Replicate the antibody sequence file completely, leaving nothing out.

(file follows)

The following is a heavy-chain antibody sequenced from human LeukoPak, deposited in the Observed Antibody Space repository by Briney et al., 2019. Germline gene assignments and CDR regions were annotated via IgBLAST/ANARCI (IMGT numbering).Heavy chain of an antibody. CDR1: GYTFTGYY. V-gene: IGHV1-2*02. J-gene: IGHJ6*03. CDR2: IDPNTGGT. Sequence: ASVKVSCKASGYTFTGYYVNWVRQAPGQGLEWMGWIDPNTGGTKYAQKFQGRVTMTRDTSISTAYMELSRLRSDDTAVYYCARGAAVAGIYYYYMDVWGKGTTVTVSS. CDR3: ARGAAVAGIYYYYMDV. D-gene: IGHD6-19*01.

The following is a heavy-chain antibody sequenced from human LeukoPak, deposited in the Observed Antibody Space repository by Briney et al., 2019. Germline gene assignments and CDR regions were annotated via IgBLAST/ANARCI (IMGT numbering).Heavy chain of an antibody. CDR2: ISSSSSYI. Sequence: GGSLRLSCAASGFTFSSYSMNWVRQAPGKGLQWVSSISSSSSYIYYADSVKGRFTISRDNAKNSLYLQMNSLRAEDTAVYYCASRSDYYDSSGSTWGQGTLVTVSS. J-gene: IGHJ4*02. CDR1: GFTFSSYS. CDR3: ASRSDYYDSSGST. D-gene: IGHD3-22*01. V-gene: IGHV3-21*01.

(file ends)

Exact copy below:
The following is a heavy-chain antibody sequenced from human LeukoPak, deposited in the Observed Antibody Space repository by Briney et al., 2019. Germline gene assignments and CDR regions were annotated via IgBLAST/ANARCI (IMGT numbering).Heavy chain of an antibody. CDR1: GYTFTGYY. V-gene: IGHV1-2*02. J-gene: IGHJ6*03. CDR2: IDPNTGGT. Sequence: ASVKVSCKASGYTFTGYYVNWVRQAPGQGLEWMGWIDPNTGGTKYAQKFQGRVTMTRDTSISTAYMELSRLRSDDTAVYYCARGAAVAGIYYYYMDVWGKGTTVTVSS. CDR3: ARGAAVAGIYYYYMDV. D-gene: IGHD6-19*01.

The following is a heavy-chain antibody sequenced from human LeukoPak, deposited in the Observed Antibody Space repository by Briney et al., 2019. Germline gene assignments and CDR regions were annotated via IgBLAST/ANARCI (IMGT numbering).Heavy chain of an antibody. CDR2: ISSSSSYI. Sequence: GGSLRLSCAASGFTFSSYSMNWVRQAPGKGLQWVSSISSSSSYIYYADSVKGRFTISRDNAKNSLYLQMNSLRAEDTAVYYCASRSDYYDSSGSTWGQGTLVTVSS. J-gene: IGHJ4*02. CDR1: GFTFSSYS. CDR3: ASRSDYYDSSGST. D-gene: IGHD3-22*01. V-gene: IGHV3-21*01.